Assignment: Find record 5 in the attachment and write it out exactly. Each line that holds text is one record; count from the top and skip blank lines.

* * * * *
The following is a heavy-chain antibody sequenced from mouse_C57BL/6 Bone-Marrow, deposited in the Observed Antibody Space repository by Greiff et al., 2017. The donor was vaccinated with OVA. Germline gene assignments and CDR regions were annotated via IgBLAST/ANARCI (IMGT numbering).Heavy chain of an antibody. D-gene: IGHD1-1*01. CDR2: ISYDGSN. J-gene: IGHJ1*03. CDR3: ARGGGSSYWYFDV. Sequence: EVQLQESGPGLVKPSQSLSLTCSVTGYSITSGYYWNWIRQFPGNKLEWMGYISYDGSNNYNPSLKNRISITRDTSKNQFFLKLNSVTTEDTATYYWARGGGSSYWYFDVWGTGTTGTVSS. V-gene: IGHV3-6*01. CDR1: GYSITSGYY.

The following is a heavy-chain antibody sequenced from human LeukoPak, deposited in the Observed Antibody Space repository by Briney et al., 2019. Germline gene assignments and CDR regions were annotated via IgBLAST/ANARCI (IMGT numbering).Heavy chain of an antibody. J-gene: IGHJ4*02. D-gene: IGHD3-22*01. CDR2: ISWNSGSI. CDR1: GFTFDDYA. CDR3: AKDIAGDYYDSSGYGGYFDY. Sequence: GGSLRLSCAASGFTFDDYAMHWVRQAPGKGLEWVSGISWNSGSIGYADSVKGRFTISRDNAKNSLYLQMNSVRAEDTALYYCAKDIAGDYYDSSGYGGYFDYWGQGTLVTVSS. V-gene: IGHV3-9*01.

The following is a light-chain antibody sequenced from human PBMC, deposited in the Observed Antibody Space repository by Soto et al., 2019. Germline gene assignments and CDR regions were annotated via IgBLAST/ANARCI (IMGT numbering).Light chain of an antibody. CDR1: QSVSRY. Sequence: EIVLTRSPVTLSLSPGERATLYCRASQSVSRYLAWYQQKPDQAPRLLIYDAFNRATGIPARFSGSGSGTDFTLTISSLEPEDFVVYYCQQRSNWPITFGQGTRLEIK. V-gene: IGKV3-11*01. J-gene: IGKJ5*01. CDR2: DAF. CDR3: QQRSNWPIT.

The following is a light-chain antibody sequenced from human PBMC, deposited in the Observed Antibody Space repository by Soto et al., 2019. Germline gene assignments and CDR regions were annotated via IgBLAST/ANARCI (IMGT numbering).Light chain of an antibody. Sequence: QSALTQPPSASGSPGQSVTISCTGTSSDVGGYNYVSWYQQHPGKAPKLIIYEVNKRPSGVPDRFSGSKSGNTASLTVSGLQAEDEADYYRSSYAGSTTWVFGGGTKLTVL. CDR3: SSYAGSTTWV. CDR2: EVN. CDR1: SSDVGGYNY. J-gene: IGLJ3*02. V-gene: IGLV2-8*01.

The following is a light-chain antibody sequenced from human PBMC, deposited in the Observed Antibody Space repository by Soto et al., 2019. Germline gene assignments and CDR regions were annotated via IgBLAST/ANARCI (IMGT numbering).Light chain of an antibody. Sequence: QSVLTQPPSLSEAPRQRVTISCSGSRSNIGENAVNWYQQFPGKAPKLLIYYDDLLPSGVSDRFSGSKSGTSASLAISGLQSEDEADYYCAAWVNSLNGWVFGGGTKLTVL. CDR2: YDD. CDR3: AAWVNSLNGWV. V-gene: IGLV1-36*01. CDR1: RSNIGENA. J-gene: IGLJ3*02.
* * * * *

The following is a light-chain antibody sequenced from human PBMC, deposited in the Observed Antibody Space repository by Soto et al., 2019. Germline gene assignments and CDR regions were annotated via IgBLAST/ANARCI (IMGT numbering).Light chain of an antibody. Sequence: QSVLTQPPSLSEAPRQRVTISCSGSRSNIGENAVNWYQQFPGKAPKLLIYYDDLLPSGVSDRFSGSKSGTSASLAISGLQSEDEADYYCAAWVNSLNGWVFGGGTKLTVL. CDR2: YDD. CDR3: AAWVNSLNGWV. V-gene: IGLV1-36*01. CDR1: RSNIGENA. J-gene: IGLJ3*02.